(Right) Authentic problem-based learning and hands-on inquiry puts students up close and personal with materials and problems that encourage students to actually become scientists and engineers, rather than just “do” science and engineering.
To help students take on the roles of scientists and engineers, problem-based learning and inquiry are both incredibly valuable. Both bring the three foundations of the performance expectations to life and, for instance, give students the opportunity to try to develop a model to describe the movement of matter among plants, animals, decomposers in the environment. In other words, they give students a context in which to intentionally to try performing the expectations of the standard. That's why it's called a performance expectation.
There are four key requirements of problem-based learning and hands-on inquiry. For one thing, you need authentic student-centered engagement. Your students must be using their critical thinking skills – creating, evaluating and analyzing – on an ongoing basis. Moreover, they must develop their own knowledge with their own skills. Lastly, students (and teachers) can monitor and learn across all three NGSS dimensions – disciplinary core ideas, crosscutting concepts and science and engineering practices – simultaneously.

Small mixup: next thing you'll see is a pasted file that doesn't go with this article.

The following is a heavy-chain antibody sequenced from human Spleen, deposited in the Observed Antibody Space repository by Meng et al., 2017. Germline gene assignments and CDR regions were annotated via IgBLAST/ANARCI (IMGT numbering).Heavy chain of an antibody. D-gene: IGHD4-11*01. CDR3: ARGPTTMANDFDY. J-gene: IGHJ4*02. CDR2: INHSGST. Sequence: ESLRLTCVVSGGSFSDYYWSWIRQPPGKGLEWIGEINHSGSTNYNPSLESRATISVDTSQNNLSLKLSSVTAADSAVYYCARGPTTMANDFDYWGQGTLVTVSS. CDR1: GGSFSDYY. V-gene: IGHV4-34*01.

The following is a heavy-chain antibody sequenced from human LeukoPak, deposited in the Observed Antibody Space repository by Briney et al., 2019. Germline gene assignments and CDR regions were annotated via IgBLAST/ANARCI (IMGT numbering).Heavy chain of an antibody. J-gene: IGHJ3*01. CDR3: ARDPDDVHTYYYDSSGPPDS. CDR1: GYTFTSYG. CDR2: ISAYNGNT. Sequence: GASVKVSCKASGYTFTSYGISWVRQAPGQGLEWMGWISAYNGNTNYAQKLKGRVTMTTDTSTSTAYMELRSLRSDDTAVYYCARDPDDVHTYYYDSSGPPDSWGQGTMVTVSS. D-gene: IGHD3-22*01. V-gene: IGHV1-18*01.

There are a lot of people who hear the word “phenomena” think of problem-based learning and hands-on inquiry, and then assume that if they have those components their students are automatically engaged as scientists and engineers prototyping and experimenting. Unfortunately, that’s not necessarily the case. Using problem-based learning to engage students and drive instruction absolutely can be a hallmark of the next generation model of instruction.
The reality of how that problem-based learning and hands-on inquiry is implemented in the classroom oftentimes misses the mark. In order for problem-based learning or hands-on inquiry to be effective and aligned NGSS – and in order for you to implement phenomena appropriately – it's important that it's authentic in student-centered engagement.
The whole idea of using phenomena as part of the next generation inquiry environment is its context to engage students as scientists and engineers. That means it's often in student-centered engagement. It's not something that you hand students to fill out. It's not a procedure that students are given. It's not a make-by-number. It's not a workbook with a series of questions a company came up with or something you deploy on the board. The idea has to be coming from the student.